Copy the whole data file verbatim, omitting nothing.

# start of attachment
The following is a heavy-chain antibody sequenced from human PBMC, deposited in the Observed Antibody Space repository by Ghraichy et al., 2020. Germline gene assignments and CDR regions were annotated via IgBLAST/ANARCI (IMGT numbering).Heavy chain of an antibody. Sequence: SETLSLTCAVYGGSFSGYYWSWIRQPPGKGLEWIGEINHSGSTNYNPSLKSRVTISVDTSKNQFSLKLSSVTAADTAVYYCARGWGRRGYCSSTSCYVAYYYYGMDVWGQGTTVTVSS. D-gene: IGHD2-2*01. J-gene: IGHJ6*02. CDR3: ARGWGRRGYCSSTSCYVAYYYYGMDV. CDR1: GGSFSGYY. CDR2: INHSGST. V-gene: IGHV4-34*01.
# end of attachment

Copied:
The following is a heavy-chain antibody sequenced from human PBMC, deposited in the Observed Antibody Space repository by Ghraichy et al., 2020. Germline gene assignments and CDR regions were annotated via IgBLAST/ANARCI (IMGT numbering).Heavy chain of an antibody. Sequence: SETLSLTCAVYGGSFSGYYWSWIRQPPGKGLEWIGEINHSGSTNYNPSLKSRVTISVDTSKNQFSLKLSSVTAADTAVYYCARGWGRRGYCSSTSCYVAYYYYGMDVWGQGTTVTVSS. D-gene: IGHD2-2*01. J-gene: IGHJ6*02. CDR3: ARGWGRRGYCSSTSCYVAYYYYGMDV. CDR1: GGSFSGYY. CDR2: INHSGST. V-gene: IGHV4-34*01.